chloroquine, Aralen

  • Pharmacy Author:
    Omudhome Ogbru, PharmD

    Dr. Ogbru received his Doctorate in Pharmacy from the University of the Pacific School of Pharmacy in 1995. He completed a Pharmacy Practice Residency at the University of Arizona/University Medical Center in 1996. He was a Professor of Pharmacy Practice and a Regional Clerkship Coordinator for the University of the Pacific School of Pharmacy from 1996-99.

  • Medical Editor: Jay W. Marks, MD
    Jay W. Marks, MD

    Jay W. Marks, MD

    Jay W. Marks, MD, is a board-certified internist and gastroenterologist. He graduated from Yale University School of Medicine and trained in internal medicine and gastroenterology at UCLA/Cedars-Sinai Medical Center in Los Angeles.

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GENERIC NAME:chloroquine

BRAND NAME: Aralen

PRESCRIPTION: Yes

GENERIC AVAILABLE: Yes

PRESCRIBED FOR: Chloroquine is used for treating acute attacks of malaria due to P. vivax, P. malariae, P. ovale, and susceptible strains of P. falciparum. The drug is also used for the treatment of extraintestinal amebiasis. Chloroquine is not effective for malaria prevention.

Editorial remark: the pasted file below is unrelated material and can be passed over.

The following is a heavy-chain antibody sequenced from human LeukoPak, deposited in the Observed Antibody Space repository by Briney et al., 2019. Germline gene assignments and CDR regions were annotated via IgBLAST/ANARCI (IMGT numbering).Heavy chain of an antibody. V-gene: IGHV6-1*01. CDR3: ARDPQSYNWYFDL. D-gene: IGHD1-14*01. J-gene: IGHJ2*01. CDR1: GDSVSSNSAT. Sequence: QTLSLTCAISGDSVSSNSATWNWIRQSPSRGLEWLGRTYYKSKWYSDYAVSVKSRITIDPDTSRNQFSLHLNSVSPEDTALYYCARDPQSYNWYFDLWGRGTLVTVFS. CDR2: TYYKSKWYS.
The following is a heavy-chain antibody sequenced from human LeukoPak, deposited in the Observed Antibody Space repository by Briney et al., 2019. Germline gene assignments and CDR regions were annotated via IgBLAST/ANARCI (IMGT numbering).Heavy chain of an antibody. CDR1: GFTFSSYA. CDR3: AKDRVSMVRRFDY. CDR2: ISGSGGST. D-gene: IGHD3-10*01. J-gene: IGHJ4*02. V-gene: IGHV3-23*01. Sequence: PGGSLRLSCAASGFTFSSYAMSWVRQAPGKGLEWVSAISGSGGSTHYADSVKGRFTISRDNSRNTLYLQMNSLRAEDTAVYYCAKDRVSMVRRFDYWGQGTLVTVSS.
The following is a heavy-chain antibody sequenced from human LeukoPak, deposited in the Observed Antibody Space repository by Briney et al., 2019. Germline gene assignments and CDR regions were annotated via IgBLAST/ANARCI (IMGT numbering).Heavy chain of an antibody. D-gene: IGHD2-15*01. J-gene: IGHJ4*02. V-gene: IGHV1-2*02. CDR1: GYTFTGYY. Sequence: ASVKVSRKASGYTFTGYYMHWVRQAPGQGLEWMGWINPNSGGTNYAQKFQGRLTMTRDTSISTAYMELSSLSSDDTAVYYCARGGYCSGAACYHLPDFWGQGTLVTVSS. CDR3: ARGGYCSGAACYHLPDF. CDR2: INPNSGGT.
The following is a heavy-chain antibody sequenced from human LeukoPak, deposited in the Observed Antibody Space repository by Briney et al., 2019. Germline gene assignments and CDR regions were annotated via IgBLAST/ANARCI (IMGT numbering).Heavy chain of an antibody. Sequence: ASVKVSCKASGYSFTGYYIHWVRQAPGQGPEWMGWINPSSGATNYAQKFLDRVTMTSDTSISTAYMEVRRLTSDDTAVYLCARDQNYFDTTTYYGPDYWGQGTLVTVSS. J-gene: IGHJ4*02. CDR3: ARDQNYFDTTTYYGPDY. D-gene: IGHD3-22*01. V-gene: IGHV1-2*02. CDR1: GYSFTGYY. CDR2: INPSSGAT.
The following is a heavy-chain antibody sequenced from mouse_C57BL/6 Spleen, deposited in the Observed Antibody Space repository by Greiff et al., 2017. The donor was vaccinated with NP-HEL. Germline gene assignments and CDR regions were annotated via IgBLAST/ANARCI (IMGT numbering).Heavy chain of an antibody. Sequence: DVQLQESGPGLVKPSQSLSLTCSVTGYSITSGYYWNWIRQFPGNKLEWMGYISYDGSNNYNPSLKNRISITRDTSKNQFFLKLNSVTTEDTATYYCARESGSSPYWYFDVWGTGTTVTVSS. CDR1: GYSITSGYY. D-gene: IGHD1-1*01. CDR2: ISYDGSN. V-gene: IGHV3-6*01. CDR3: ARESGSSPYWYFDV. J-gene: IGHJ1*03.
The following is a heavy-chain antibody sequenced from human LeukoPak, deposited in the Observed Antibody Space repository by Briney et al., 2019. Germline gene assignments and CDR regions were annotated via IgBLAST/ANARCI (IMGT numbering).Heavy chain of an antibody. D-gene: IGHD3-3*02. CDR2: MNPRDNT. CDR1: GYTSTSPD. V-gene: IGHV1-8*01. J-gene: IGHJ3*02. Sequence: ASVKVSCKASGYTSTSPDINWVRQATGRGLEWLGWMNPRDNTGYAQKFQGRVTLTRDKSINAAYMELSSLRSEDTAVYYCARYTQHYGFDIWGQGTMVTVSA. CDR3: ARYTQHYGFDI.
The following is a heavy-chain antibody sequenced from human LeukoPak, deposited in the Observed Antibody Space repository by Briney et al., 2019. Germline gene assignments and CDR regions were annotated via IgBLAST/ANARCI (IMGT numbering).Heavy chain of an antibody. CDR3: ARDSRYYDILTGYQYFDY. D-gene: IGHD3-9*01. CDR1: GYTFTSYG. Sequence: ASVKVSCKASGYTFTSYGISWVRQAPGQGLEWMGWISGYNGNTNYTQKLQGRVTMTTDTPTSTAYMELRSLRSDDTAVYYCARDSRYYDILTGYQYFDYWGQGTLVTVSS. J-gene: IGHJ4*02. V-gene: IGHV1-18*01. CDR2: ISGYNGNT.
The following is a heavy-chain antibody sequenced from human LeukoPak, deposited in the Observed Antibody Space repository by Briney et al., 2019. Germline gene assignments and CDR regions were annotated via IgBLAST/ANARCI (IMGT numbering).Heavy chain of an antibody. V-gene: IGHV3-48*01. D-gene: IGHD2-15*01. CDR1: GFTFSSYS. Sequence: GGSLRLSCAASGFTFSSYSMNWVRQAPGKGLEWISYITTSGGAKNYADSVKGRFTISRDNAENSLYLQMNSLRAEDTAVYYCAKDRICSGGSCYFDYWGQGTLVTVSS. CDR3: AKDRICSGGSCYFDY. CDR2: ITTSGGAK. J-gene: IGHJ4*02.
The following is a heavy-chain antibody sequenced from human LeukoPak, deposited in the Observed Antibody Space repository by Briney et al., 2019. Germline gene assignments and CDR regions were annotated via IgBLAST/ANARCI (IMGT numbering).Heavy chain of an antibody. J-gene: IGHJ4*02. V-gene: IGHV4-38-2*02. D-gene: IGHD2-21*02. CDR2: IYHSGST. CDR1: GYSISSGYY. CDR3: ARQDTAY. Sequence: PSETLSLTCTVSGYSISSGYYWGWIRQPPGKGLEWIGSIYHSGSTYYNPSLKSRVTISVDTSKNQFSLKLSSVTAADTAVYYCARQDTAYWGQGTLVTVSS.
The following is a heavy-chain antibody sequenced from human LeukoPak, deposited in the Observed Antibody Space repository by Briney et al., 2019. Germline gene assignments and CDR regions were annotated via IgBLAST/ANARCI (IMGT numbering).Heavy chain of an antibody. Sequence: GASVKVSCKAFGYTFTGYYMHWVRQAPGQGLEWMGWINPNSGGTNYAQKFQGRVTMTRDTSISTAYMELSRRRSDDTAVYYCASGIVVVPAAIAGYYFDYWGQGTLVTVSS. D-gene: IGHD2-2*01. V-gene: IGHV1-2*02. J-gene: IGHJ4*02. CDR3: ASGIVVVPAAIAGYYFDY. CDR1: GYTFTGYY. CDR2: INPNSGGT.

SIDE EFFECTS:

Common side effects of chloroquine include:

Other, rare side effects of chloroquine include:

Possible serious effects of chloroquine include:

There have been rare reports of severe skin reactions such as erythema multiforme, Stevens-Johnson syndrome, toxic epidermal necrolysis, and exfoliative dermatitis.

Chloroquine may precipitate a severe attack of psoriasis in patients with psoriasis and may worsen porphyria. Chloroquine should not be used in these conditions unless the benefit to the patient outweighs the potential risks.

People with retinal or visual field changes should not use chloroquine unless it is absolutely necessary.

Some strains of P. falciparum are resistant to chloroquine and hydroxychloroquine. Chloroquine resistance is widespread.

Chloroquine should not be used for treatment of P. falciparum infections from areas of chloroquine resistance or malaria occurring in patients where chloroquine prophylaxis has failed.

Patients infected with a resistant strains of plasmodia should be treated with another antimalarial drug.

Retinopathy, maculopathy, irreversible retinal damage, as well as macular degeneration have been reported. Retinopathy from chloroquine may be dose related. Initial and periodic eye examinations are recommended during prolonged treatment. Chloroquine should be discontinued immediately if there are changes in vision.

Chloroquine may cause acute extrapyramidal disorders (abnormal, uncontrollable body movements) that usually resolve after treatment is stopped.

Patients should be observed for evidence of muscular weakness. If weakness occurs treatment should be stopped.

Fatalities have occurred in children from accidental ingestion of small doses of chloroquine. Chloroquine should be kept out of the reach of children.

Medically Reviewed by a Doctor on 1/19/2016

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